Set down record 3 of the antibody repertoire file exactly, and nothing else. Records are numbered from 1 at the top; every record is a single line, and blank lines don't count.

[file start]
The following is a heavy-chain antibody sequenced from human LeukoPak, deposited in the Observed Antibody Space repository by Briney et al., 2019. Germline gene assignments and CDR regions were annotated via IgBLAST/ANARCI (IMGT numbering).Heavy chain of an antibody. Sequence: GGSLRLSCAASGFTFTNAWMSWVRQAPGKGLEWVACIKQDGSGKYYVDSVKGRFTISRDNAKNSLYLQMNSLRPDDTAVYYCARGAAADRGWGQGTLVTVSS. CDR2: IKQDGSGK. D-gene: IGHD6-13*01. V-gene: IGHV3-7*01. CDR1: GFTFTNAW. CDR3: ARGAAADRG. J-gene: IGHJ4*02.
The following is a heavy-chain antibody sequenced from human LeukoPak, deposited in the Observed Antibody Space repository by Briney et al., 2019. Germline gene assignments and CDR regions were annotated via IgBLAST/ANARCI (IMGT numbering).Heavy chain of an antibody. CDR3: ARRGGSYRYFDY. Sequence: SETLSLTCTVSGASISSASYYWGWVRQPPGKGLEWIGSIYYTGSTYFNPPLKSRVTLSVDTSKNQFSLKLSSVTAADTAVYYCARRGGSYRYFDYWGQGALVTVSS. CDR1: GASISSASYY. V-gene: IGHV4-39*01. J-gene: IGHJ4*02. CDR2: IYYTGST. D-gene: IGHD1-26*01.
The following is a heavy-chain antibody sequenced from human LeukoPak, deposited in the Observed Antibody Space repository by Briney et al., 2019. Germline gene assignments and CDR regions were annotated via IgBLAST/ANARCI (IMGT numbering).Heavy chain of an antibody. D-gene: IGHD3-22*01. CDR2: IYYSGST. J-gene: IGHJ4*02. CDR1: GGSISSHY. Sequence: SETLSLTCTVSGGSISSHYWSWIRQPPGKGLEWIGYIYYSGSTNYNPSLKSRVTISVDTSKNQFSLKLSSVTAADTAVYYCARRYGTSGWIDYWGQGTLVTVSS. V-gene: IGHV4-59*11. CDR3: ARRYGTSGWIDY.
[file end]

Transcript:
The following is a heavy-chain antibody sequenced from human LeukoPak, deposited in the Observed Antibody Space repository by Briney et al., 2019. Germline gene assignments and CDR regions were annotated via IgBLAST/ANARCI (IMGT numbering).Heavy chain of an antibody. D-gene: IGHD3-22*01. CDR2: IYYSGST. J-gene: IGHJ4*02. CDR1: GGSISSHY. Sequence: SETLSLTCTVSGGSISSHYWSWIRQPPGKGLEWIGYIYYSGSTNYNPSLKSRVTISVDTSKNQFSLKLSSVTAADTAVYYCARRYGTSGWIDYWGQGTLVTVSS. V-gene: IGHV4-59*11. CDR3: ARRYGTSGWIDY.